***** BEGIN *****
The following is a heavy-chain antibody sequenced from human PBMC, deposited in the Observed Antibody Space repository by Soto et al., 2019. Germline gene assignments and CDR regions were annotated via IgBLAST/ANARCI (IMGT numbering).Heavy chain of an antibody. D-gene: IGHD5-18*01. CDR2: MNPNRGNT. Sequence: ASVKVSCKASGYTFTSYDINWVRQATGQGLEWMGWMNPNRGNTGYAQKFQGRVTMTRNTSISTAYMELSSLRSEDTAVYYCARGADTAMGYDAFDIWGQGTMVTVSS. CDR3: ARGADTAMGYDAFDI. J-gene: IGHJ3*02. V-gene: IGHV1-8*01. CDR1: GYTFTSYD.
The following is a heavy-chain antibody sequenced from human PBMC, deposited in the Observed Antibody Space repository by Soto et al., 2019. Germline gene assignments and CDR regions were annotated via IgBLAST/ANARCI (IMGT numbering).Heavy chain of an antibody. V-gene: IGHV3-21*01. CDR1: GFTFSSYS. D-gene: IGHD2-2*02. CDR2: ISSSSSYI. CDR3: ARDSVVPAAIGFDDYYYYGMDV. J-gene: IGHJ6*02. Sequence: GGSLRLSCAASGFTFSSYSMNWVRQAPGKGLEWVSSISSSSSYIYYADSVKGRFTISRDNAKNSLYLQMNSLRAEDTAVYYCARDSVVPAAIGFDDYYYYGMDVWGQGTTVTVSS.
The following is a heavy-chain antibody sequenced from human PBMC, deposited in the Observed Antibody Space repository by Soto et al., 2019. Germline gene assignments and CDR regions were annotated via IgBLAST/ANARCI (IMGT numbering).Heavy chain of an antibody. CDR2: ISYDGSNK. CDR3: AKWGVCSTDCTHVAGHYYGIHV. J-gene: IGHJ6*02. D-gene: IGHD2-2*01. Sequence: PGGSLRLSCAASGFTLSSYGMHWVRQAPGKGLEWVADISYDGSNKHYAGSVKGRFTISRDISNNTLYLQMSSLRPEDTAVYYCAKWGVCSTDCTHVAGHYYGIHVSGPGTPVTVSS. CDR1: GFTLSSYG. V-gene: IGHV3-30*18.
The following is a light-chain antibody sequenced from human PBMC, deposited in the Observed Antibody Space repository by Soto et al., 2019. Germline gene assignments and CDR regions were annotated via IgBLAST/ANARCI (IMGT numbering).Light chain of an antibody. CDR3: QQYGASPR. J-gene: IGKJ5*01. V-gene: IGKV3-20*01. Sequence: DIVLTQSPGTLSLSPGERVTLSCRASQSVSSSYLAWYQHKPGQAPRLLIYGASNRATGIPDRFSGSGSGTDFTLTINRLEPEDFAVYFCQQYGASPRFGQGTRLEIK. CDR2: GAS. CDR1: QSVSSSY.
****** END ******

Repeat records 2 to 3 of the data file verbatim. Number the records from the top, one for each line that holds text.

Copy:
The following is a heavy-chain antibody sequenced from human PBMC, deposited in the Observed Antibody Space repository by Soto et al., 2019. Germline gene assignments and CDR regions were annotated via IgBLAST/ANARCI (IMGT numbering).Heavy chain of an antibody. V-gene: IGHV3-21*01. CDR1: GFTFSSYS. D-gene: IGHD2-2*02. CDR2: ISSSSSYI. CDR3: ARDSVVPAAIGFDDYYYYGMDV. J-gene: IGHJ6*02. Sequence: GGSLRLSCAASGFTFSSYSMNWVRQAPGKGLEWVSSISSSSSYIYYADSVKGRFTISRDNAKNSLYLQMNSLRAEDTAVYYCARDSVVPAAIGFDDYYYYGMDVWGQGTTVTVSS.
The following is a heavy-chain antibody sequenced from human PBMC, deposited in the Observed Antibody Space repository by Soto et al., 2019. Germline gene assignments and CDR regions were annotated via IgBLAST/ANARCI (IMGT numbering).Heavy chain of an antibody. CDR2: ISYDGSNK. CDR3: AKWGVCSTDCTHVAGHYYGIHV. J-gene: IGHJ6*02. D-gene: IGHD2-2*01. Sequence: PGGSLRLSCAASGFTLSSYGMHWVRQAPGKGLEWVADISYDGSNKHYAGSVKGRFTISRDISNNTLYLQMSSLRPEDTAVYYCAKWGVCSTDCTHVAGHYYGIHVSGPGTPVTVSS. CDR1: GFTLSSYG. V-gene: IGHV3-30*18.